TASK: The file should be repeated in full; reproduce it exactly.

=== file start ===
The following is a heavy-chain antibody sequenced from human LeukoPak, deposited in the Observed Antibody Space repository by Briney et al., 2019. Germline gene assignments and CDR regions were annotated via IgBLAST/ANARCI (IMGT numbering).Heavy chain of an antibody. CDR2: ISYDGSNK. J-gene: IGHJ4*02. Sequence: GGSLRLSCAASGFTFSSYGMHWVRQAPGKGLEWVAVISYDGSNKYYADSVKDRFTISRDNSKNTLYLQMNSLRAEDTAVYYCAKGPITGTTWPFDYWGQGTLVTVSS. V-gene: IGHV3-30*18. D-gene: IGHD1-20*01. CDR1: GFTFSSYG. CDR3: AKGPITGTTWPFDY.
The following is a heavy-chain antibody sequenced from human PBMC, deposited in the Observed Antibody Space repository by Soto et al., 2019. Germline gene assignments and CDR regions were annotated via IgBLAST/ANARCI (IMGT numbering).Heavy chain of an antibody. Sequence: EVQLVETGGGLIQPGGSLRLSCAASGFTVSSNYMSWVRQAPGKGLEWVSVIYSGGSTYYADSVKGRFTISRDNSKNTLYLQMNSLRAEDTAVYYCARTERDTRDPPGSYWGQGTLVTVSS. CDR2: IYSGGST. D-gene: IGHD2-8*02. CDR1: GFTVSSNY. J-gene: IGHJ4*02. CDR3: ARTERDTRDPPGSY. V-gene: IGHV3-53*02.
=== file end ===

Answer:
The following is a heavy-chain antibody sequenced from human LeukoPak, deposited in the Observed Antibody Space repository by Briney et al., 2019. Germline gene assignments and CDR regions were annotated via IgBLAST/ANARCI (IMGT numbering).Heavy chain of an antibody. CDR2: ISYDGSNK. J-gene: IGHJ4*02. Sequence: GGSLRLSCAASGFTFSSYGMHWVRQAPGKGLEWVAVISYDGSNKYYADSVKDRFTISRDNSKNTLYLQMNSLRAEDTAVYYCAKGPITGTTWPFDYWGQGTLVTVSS. V-gene: IGHV3-30*18. D-gene: IGHD1-20*01. CDR1: GFTFSSYG. CDR3: AKGPITGTTWPFDY.
The following is a heavy-chain antibody sequenced from human PBMC, deposited in the Observed Antibody Space repository by Soto et al., 2019. Germline gene assignments and CDR regions were annotated via IgBLAST/ANARCI (IMGT numbering).Heavy chain of an antibody. Sequence: EVQLVETGGGLIQPGGSLRLSCAASGFTVSSNYMSWVRQAPGKGLEWVSVIYSGGSTYYADSVKGRFTISRDNSKNTLYLQMNSLRAEDTAVYYCARTERDTRDPPGSYWGQGTLVTVSS. CDR2: IYSGGST. D-gene: IGHD2-8*02. CDR1: GFTVSSNY. J-gene: IGHJ4*02. CDR3: ARTERDTRDPPGSY. V-gene: IGHV3-53*02.